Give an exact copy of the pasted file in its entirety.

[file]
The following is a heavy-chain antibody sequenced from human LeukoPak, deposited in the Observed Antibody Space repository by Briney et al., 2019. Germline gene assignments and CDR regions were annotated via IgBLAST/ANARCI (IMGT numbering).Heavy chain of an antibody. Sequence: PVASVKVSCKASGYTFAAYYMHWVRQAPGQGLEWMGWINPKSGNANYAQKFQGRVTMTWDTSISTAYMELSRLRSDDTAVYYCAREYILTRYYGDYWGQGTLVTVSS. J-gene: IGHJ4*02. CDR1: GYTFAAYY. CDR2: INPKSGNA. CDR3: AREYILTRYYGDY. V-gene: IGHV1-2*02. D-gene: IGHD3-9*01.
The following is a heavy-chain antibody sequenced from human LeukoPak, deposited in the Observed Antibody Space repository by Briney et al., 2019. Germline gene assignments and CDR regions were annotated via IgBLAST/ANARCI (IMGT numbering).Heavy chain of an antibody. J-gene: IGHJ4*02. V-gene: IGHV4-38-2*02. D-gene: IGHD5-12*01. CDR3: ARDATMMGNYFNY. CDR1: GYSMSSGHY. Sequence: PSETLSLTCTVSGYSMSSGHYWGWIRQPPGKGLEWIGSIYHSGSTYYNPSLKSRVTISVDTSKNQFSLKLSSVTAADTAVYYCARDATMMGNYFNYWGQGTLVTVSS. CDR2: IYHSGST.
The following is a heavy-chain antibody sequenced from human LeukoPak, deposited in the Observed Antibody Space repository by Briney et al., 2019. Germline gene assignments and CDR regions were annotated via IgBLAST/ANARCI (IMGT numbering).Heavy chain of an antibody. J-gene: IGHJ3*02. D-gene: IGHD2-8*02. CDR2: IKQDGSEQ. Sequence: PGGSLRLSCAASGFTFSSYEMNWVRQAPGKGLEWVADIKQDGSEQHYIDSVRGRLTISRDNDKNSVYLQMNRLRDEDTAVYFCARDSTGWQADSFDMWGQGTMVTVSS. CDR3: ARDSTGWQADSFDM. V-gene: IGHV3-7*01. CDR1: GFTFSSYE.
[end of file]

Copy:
The following is a heavy-chain antibody sequenced from human LeukoPak, deposited in the Observed Antibody Space repository by Briney et al., 2019. Germline gene assignments and CDR regions were annotated via IgBLAST/ANARCI (IMGT numbering).Heavy chain of an antibody. Sequence: PVASVKVSCKASGYTFAAYYMHWVRQAPGQGLEWMGWINPKSGNANYAQKFQGRVTMTWDTSISTAYMELSRLRSDDTAVYYCAREYILTRYYGDYWGQGTLVTVSS. J-gene: IGHJ4*02. CDR1: GYTFAAYY. CDR2: INPKSGNA. CDR3: AREYILTRYYGDY. V-gene: IGHV1-2*02. D-gene: IGHD3-9*01.
The following is a heavy-chain antibody sequenced from human LeukoPak, deposited in the Observed Antibody Space repository by Briney et al., 2019. Germline gene assignments and CDR regions were annotated via IgBLAST/ANARCI (IMGT numbering).Heavy chain of an antibody. J-gene: IGHJ4*02. V-gene: IGHV4-38-2*02. D-gene: IGHD5-12*01. CDR3: ARDATMMGNYFNY. CDR1: GYSMSSGHY. Sequence: PSETLSLTCTVSGYSMSSGHYWGWIRQPPGKGLEWIGSIYHSGSTYYNPSLKSRVTISVDTSKNQFSLKLSSVTAADTAVYYCARDATMMGNYFNYWGQGTLVTVSS. CDR2: IYHSGST.
The following is a heavy-chain antibody sequenced from human LeukoPak, deposited in the Observed Antibody Space repository by Briney et al., 2019. Germline gene assignments and CDR regions were annotated via IgBLAST/ANARCI (IMGT numbering).Heavy chain of an antibody. J-gene: IGHJ3*02. D-gene: IGHD2-8*02. CDR2: IKQDGSEQ. Sequence: PGGSLRLSCAASGFTFSSYEMNWVRQAPGKGLEWVADIKQDGSEQHYIDSVRGRLTISRDNDKNSVYLQMNRLRDEDTAVYFCARDSTGWQADSFDMWGQGTMVTVSS. CDR3: ARDSTGWQADSFDM. V-gene: IGHV3-7*01. CDR1: GFTFSSYE.